Italeri have been listening to modellers with regard to detail parts too: the hatches can be posed open and are excellently detailed on both sides, while the pioneer tools, lifting eyes, and even desant rider grab-rails are all moulded separately and look pretty good. The limits of the manufacturer’s moulding technology can be seen in the external fuel tanks and the engine grilles, which could be crisper (the grilles also have a diagonal pattern, as opposed to the meshwork on the real thing). Perhaps my major complaint is what is not there, namely the turret-mounted DshK machine gun, tow cables, and crew. To be fair, the MGs were not present on many wartime JS-2s, but it would have been nice to include one (or two!) anyways. Italeri (and ESCI before them) excelled in the provision of beautiful crew figures, and it’s a real shame that one or two tankers couldn’t have been included on the sprues somewhere. However, these are minor quibbles; I have the Extratech photoetch set designed for the PST kit (which really needs help with the finer details), and I doubt that I will use many parts from it when building Italeri’s offering.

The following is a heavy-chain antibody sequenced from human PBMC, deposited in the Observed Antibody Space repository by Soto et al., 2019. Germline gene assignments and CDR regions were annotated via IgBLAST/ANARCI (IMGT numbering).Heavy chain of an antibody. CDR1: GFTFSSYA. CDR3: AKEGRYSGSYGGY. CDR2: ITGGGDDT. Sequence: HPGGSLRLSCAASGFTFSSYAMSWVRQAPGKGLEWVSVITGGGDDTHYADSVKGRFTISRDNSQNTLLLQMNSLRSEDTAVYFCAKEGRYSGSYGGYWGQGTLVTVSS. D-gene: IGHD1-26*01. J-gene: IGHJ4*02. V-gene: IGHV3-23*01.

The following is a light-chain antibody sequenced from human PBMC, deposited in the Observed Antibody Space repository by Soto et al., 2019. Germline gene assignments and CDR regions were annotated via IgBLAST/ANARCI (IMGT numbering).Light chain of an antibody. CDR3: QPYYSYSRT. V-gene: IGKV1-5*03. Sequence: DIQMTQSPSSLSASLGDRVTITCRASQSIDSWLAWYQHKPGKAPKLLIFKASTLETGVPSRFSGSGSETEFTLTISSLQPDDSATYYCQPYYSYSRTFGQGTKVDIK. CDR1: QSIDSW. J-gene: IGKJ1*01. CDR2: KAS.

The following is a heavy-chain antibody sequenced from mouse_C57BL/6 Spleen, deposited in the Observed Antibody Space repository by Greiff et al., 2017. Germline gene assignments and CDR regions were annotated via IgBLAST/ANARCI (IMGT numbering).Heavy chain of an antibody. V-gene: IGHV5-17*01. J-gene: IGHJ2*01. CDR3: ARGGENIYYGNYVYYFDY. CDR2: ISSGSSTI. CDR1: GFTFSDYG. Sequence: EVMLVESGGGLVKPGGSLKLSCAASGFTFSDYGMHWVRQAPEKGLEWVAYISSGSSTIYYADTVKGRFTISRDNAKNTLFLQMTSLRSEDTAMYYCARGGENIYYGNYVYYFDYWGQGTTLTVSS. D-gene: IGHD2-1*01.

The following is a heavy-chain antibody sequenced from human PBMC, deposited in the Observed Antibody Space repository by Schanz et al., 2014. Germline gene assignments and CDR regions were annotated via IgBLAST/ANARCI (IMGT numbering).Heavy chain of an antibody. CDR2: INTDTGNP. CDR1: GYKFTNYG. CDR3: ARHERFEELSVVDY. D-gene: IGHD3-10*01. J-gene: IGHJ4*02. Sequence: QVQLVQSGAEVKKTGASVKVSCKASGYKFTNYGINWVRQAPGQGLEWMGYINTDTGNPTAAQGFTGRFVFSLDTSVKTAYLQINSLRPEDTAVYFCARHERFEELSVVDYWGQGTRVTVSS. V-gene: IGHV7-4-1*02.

The instructions are commendably clear, including a full sprue layout, and the kit offers four marking options. One of these has no insignia at all, while for the other three options the individual vehicle number is provided on a decal sheet printed by Zanchetti. This is fine – you can choose between green, whitewashed or camouflaged vehicles – but one plus of the PST kit was their great decal sheet with some really interesting markings.
Overall this is a really nice kit of a significant tank, and it deserves to sell well. In terms of dimensions and details it looks about right (the two sets of plans I have differ from each other, and also from this kit!), and while the moulding isn’t quite as crisp as some other manufacturers, it is more than acceptable. I just hope that they move on to provide some neglected American armour such as the M18 Hellcat or M26 Pershing!
After completing my preview, I couldn’t resist building up the fast-assembly kit. From first cut to final assembly took 35 minutes, most of that scraping and sanding seams, especially on the external fuel tanks. The finished product is unavoidably toy-like, especially the hollow turret and simplified running gear; in appearance and ‘feel’ it’s similar to the popular Roco 1:87 Minitanks range. Nevertheless, it offers a quick and sturdy product that could easily help fill a wargames table, or encourage junior modellers to take up the hobby.
Tim Bean and Will Fowler. Russian Tanks of World War II: Stalin’s Armoured Might. London: Amber Books, 2002.
Steve Zaloga. IS-2 Heavy Tank 1944–73. Oxford: Osprey Publishing, 1994.
Nicola Cortese. Modelling the IS Heavy Tank. Oxford: Osprey Publishing, 2004.